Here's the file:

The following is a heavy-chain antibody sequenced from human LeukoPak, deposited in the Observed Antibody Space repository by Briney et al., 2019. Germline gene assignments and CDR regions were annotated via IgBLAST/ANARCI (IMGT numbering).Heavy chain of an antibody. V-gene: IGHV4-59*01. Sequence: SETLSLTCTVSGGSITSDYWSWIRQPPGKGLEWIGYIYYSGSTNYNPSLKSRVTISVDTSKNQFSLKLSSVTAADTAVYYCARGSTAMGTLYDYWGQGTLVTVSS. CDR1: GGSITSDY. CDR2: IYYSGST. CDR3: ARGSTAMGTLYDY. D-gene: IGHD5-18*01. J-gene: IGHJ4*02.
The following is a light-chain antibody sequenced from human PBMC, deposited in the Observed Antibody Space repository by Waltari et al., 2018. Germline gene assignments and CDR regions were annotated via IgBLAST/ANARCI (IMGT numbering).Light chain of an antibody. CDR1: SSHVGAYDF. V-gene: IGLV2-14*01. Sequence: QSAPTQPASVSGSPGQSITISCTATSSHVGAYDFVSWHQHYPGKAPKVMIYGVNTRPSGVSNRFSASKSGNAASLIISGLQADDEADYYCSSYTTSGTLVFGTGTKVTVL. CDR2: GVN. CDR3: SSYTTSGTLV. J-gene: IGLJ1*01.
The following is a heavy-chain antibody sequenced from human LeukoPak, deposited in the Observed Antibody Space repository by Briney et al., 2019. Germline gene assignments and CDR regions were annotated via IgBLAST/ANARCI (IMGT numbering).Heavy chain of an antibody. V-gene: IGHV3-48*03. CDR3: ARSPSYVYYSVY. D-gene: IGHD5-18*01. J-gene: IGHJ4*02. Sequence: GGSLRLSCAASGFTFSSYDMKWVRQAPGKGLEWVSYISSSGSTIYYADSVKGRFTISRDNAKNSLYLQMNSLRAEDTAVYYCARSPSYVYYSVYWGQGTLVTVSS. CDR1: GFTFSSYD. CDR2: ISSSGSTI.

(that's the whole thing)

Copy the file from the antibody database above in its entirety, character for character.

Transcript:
The following is a heavy-chain antibody sequenced from human LeukoPak, deposited in the Observed Antibody Space repository by Briney et al., 2019. Germline gene assignments and CDR regions were annotated via IgBLAST/ANARCI (IMGT numbering).Heavy chain of an antibody. V-gene: IGHV4-59*01. Sequence: SETLSLTCTVSGGSITSDYWSWIRQPPGKGLEWIGYIYYSGSTNYNPSLKSRVTISVDTSKNQFSLKLSSVTAADTAVYYCARGSTAMGTLYDYWGQGTLVTVSS. CDR1: GGSITSDY. CDR2: IYYSGST. CDR3: ARGSTAMGTLYDY. D-gene: IGHD5-18*01. J-gene: IGHJ4*02.
The following is a light-chain antibody sequenced from human PBMC, deposited in the Observed Antibody Space repository by Waltari et al., 2018. Germline gene assignments and CDR regions were annotated via IgBLAST/ANARCI (IMGT numbering).Light chain of an antibody. CDR1: SSHVGAYDF. V-gene: IGLV2-14*01. Sequence: QSAPTQPASVSGSPGQSITISCTATSSHVGAYDFVSWHQHYPGKAPKVMIYGVNTRPSGVSNRFSASKSGNAASLIISGLQADDEADYYCSSYTTSGTLVFGTGTKVTVL. CDR2: GVN. CDR3: SSYTTSGTLV. J-gene: IGLJ1*01.
The following is a heavy-chain antibody sequenced from human LeukoPak, deposited in the Observed Antibody Space repository by Briney et al., 2019. Germline gene assignments and CDR regions were annotated via IgBLAST/ANARCI (IMGT numbering).Heavy chain of an antibody. V-gene: IGHV3-48*03. CDR3: ARSPSYVYYSVY. D-gene: IGHD5-18*01. J-gene: IGHJ4*02. Sequence: GGSLRLSCAASGFTFSSYDMKWVRQAPGKGLEWVSYISSSGSTIYYADSVKGRFTISRDNAKNSLYLQMNSLRAEDTAVYYCARSPSYVYYSVYWGQGTLVTVSS. CDR1: GFTFSSYD. CDR2: ISSSGSTI.